Themes and Meanings

(Survey of Dramatic Literature)

This play resembles other Horton Foote plays in that it reminds the audience of the extraordinariness of ordinary human existence. Foote resembles the novelist William Faulkner in his conviction that fundamental truths can be found and expressed by means of a fictionalization of one’s intimate experience of a region. He also brings to mind Aristotle, for Mrs. Watts’s recognition of the unnecessary suffering of her son brings about the reversal of her misery as she realizes that she can act to diminish his pain. Her immediate sense of recovered strength and dignity amounts to a transformation.

The idea that wisdom comes through suffering is ancient, but this theme is as fundamental in Foote’s plays as in ancient Greek tragedies. It is the agony of Mrs. Watts’s disappointment in the Harrison bus station, echoed somewhat more mildly in her final outburst to Ludie at the old house, that makes it possible for her to comprehend and manage her disappointment. She renounces her dreams as she returns to the self-sacrificing role of loving mother, a woman who realizes she now has the strength to do what she must do and tolerate what she must tolerate in the final days of her life.

This play develops some of the significant conflicts familiar to any person of rural background who has moved to the city. The abandonment of the natural world for the artificial world can stress or distort human nature itself, and Mrs. Watts and Ludie feel that stress...

(The entire section is 479 words.)

Christian Themes

(Literary Essentials: Christian Fiction and Nonfiction)

Christian faith implies a belief in the scriptural narrative and the acceptance of God’s favor extended to humanity through Christ. It accepts the immutable truth, goodness, and power of God. Also it can encompass a dependence on the truthfulness of another. That the protagonist knows by heart Psalm 91, which proclaims that God is a refuge of strength and protection, suggests that she is a woman of faith. Suffering, as a Christian theme, is something to be endured patiently, in the realization that present travail cannot be compared with the life and glory that will be later revealed. Jesus and Job are lucid examples. Both endure great suffering, accept it as God’s will but question it, and ultimately are rewarded by God, who ends their suffering.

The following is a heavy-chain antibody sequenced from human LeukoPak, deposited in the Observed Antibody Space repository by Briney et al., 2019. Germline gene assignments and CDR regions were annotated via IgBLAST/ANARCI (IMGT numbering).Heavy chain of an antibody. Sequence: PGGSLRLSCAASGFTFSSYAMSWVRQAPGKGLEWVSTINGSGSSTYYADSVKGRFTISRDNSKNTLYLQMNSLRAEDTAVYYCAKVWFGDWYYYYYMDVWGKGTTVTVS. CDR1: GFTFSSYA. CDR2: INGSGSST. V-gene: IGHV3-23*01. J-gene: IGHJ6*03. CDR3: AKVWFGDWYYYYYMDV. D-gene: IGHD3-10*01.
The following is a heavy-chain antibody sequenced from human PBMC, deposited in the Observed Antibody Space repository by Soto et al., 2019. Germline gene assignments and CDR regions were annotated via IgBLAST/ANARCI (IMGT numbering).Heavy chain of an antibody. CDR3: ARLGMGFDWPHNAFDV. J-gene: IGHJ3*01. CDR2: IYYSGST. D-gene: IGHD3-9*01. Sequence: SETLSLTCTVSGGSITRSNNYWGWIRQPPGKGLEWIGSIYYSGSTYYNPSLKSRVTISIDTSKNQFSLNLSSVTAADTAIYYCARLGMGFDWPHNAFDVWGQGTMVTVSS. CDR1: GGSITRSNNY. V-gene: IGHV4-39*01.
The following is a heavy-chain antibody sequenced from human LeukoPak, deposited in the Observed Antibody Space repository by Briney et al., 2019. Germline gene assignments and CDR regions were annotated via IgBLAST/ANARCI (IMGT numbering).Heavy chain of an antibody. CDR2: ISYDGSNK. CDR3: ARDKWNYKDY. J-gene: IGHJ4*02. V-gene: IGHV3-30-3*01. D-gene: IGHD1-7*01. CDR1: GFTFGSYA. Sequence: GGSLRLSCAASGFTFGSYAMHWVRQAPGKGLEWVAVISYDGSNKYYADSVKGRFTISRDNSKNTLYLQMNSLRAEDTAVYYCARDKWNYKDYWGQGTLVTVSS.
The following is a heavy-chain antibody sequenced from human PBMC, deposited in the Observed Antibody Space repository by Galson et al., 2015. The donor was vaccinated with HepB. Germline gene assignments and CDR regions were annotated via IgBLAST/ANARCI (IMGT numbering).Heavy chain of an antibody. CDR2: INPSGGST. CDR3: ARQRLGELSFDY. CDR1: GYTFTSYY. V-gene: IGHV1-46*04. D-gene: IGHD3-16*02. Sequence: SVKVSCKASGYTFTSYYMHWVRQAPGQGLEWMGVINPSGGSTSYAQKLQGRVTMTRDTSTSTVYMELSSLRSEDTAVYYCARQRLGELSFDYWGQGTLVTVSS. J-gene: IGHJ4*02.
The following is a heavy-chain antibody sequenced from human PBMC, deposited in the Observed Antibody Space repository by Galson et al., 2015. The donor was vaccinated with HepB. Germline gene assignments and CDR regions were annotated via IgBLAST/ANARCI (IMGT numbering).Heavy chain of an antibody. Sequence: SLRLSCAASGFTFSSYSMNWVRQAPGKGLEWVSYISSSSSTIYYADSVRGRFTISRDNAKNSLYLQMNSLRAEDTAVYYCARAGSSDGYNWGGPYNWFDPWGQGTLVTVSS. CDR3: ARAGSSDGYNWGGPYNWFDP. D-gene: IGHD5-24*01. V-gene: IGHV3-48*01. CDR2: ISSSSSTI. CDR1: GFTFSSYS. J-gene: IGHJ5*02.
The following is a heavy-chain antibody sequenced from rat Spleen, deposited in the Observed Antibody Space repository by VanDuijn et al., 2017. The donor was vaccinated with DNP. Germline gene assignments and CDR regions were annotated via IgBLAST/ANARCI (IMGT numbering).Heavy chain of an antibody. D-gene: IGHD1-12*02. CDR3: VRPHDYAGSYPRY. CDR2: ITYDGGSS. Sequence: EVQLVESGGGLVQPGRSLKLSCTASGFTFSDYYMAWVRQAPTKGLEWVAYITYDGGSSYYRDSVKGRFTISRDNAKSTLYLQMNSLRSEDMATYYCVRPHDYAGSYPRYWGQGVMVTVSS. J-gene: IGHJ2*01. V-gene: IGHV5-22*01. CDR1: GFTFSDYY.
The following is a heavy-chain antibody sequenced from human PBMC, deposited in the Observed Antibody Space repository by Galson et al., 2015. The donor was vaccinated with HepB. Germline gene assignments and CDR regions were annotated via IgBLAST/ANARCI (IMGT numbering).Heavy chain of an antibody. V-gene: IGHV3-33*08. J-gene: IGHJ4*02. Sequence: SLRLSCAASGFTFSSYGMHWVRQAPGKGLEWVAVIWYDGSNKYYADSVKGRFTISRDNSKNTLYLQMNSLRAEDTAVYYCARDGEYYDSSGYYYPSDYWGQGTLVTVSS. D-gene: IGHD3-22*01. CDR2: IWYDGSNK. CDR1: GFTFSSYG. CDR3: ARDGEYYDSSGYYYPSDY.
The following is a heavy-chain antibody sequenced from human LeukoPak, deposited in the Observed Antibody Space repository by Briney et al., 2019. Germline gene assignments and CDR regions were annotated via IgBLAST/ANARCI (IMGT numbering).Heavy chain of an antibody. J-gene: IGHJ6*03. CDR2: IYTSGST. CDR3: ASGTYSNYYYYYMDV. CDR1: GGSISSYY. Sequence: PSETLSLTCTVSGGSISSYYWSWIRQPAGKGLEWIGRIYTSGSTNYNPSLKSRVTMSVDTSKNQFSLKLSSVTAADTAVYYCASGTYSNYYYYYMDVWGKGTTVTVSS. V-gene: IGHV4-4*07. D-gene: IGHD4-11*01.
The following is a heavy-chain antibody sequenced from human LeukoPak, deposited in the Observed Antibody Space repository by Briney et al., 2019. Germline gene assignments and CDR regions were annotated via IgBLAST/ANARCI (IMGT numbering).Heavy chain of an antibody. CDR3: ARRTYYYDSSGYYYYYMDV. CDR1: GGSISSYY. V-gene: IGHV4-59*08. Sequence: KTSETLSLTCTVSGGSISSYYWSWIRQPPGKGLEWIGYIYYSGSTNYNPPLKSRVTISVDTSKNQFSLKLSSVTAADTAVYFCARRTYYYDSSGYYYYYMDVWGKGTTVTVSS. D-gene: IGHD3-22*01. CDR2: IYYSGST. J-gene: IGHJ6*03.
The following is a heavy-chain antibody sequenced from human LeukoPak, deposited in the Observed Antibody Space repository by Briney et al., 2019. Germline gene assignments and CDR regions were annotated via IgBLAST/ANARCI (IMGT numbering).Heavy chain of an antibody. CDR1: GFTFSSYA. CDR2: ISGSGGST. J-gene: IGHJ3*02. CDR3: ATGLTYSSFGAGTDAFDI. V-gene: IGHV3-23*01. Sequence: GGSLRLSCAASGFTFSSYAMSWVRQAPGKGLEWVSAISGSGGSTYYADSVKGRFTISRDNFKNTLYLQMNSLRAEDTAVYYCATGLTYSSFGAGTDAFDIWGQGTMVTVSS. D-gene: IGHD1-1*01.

To Mrs. Watts, like Job, the Lord has given and taken away. She has lost a comfortable rural livelihood, marital love, independence, and much more, and she questions her current plight. Although she does not achieve Job’s salvation, she does reach a state of acceptance. The hymn “There’s Not a Friend Like the Lowly Jesus,” recurs throughout the play, underscoring Mrs. Watts’s faith and ultimate acceptance.

Themes of acceptance and resignation are intertwined. Protestant theologian Reinhold Niebuhr in “The Serenity Prayer” (1934) clearly defines the former concept: “God, give us grace to accept with serenity the things that cannot be changed, courage to change the things that...

(The entire section is 432 words.)